Irma spun into a monster storm Tuesday morning with sustained winds topping 180 mph, becoming the strongest Atlantic hurricane ever recorded outside the Gulf of Mexico and Caribbean, National Hurricane Center forecasters said in their 11 a.m. advisory.
As the hurricane churns closer to the U.S. coast, its path becomes more certain, with South Florida, particularly the Keys, increasingly likely to take a hit. Tropical storm force winds could arrive as early as Friday. Gov. Rick Scott has declared a state of emergency for all 67 counties and has all 7,000 members of the state’s National Guard to report to duty on Friday.
As the storm continued to track westward, islands in its path raced to complete last minute preparations. The Leeward Islands are expected to get hit with “catastrophic” winds tonight, forecasters said, with the Virgin Islands and Puerto Rico slammed tomorrow. In Puerto Rico, the governor asked President Donald Trump to declare a state of emergency, while the electric company warned Irma’s fierce winds could leave the island without power for four to six months.
As the hurricane churns closer to the U.S. coast, its path becomes more certain, with South Florida, particularly the Keys, increasingly likely to take a hit. Tropical storm force winds could arrive as early as Friday. Gov. Rick Scott has declared a state of emergency for all 67 counties and has ordered all 7,000 members of the state’s National Guard to report to duty on Friday. Highway tolls across the state will be lifted at 5 p.m. Tuesday.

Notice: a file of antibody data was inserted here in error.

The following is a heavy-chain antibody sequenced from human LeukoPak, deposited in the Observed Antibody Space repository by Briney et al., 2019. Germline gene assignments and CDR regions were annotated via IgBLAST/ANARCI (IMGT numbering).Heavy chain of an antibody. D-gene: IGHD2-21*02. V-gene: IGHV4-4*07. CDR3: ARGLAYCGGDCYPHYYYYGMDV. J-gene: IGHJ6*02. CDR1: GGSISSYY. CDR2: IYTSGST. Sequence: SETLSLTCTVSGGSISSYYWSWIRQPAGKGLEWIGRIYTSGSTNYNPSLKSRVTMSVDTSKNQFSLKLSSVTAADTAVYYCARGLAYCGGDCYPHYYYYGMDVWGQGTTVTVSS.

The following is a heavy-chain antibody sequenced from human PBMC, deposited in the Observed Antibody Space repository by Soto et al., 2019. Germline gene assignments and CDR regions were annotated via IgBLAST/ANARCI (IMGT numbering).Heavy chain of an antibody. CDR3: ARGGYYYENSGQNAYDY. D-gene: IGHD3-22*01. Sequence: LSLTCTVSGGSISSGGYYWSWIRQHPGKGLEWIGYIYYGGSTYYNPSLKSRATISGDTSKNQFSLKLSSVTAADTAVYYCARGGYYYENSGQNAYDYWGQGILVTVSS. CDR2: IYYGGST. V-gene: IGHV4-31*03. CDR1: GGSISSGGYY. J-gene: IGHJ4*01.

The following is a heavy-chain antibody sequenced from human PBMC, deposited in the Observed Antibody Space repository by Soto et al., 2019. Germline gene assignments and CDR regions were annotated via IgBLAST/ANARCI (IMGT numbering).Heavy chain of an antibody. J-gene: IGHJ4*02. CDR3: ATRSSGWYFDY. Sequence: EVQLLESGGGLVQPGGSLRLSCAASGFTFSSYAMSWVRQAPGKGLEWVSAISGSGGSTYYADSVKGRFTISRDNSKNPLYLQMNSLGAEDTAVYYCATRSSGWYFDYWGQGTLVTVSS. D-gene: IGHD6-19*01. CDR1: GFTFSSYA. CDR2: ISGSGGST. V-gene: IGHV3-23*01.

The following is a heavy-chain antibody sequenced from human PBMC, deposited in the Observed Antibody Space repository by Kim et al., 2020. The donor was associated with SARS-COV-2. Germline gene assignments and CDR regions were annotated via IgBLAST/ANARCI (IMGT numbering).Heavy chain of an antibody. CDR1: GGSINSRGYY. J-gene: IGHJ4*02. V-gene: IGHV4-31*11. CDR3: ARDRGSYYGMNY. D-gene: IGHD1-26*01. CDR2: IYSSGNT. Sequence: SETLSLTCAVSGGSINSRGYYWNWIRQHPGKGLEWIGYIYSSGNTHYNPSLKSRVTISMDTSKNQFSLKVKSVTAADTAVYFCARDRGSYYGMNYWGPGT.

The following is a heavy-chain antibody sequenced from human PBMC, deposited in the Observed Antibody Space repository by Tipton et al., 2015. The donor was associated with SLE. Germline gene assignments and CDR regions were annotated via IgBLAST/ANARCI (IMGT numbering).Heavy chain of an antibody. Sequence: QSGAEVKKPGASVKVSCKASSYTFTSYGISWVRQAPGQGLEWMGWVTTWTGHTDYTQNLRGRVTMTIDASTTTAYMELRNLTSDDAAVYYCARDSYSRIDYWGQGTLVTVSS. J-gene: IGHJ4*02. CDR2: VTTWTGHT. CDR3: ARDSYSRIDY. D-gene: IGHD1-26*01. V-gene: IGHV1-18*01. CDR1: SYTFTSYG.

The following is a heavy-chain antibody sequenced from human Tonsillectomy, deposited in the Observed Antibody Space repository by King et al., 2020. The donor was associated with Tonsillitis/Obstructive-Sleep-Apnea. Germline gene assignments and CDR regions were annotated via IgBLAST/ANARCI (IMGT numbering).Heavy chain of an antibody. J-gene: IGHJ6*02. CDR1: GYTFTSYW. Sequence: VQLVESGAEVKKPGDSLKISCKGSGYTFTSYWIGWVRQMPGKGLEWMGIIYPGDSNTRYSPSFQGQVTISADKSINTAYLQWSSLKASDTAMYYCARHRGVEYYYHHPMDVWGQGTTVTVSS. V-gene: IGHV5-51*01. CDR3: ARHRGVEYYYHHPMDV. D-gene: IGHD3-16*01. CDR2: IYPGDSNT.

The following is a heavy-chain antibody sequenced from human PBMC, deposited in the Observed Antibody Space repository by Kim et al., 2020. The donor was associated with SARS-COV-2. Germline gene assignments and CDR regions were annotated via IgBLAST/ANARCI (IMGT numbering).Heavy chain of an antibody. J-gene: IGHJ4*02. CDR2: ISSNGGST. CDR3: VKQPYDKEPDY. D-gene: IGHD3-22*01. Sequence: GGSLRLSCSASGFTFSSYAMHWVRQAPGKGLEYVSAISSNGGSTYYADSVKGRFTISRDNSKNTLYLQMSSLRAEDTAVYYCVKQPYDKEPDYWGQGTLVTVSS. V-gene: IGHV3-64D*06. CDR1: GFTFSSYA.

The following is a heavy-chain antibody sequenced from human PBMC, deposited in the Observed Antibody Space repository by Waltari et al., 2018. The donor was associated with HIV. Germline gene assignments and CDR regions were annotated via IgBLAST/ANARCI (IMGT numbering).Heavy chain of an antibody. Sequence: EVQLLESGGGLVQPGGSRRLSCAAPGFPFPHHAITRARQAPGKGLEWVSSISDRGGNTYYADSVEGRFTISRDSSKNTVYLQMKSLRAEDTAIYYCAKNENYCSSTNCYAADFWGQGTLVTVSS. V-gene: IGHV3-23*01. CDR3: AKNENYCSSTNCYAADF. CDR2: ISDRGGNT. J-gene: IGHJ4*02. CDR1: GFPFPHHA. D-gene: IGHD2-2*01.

Mayor Carlos Gimenez also declared a state of emergency for Miami-Dade County
Tuesday afternoon and said evacuations could begin as early as Wednesday on barrier islands and along the coast. Monroe County issued a mandatory evacuation of all residents beginning at 7 p.m. Wednesday.
“This is a powerful storm which poses a serious threat to our area,” Gimenez said. “I would rather inconvenience residents on this occasion than suffer any loss of life.”
Because Irma is so large, stretching some 120 miles across, forecasters urged caution in paying too much attention to its exact track. The storm is continuing to roll west at 14 mph, with winds expected to begin battering the Leeward Islands today. A powerful high pressure ridge is steering the storm and will likely stay in place over the next few days, forecasters said. In five days, a trough moving across the U.S. should begin weakening the western edge of the ridge, allowing the storm to slide north. Where Irma makes the turn will determine impacts to Florida.